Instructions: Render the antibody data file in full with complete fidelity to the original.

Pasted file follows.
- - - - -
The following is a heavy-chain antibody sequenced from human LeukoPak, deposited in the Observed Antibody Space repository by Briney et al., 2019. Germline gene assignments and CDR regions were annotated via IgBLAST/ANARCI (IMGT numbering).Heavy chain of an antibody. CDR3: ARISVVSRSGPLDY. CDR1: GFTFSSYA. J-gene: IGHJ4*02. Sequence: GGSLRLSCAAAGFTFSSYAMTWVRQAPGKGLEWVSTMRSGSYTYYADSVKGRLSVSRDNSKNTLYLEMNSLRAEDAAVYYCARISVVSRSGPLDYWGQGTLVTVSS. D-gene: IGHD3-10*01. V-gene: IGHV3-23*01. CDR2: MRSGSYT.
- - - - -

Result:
The following is a heavy-chain antibody sequenced from human LeukoPak, deposited in the Observed Antibody Space repository by Briney et al., 2019. Germline gene assignments and CDR regions were annotated via IgBLAST/ANARCI (IMGT numbering).Heavy chain of an antibody. CDR3: ARISVVSRSGPLDY. CDR1: GFTFSSYA. J-gene: IGHJ4*02. Sequence: GGSLRLSCAAAGFTFSSYAMTWVRQAPGKGLEWVSTMRSGSYTYYADSVKGRLSVSRDNSKNTLYLEMNSLRAEDAAVYYCARISVVSRSGPLDYWGQGTLVTVSS. D-gene: IGHD3-10*01. V-gene: IGHV3-23*01. CDR2: MRSGSYT.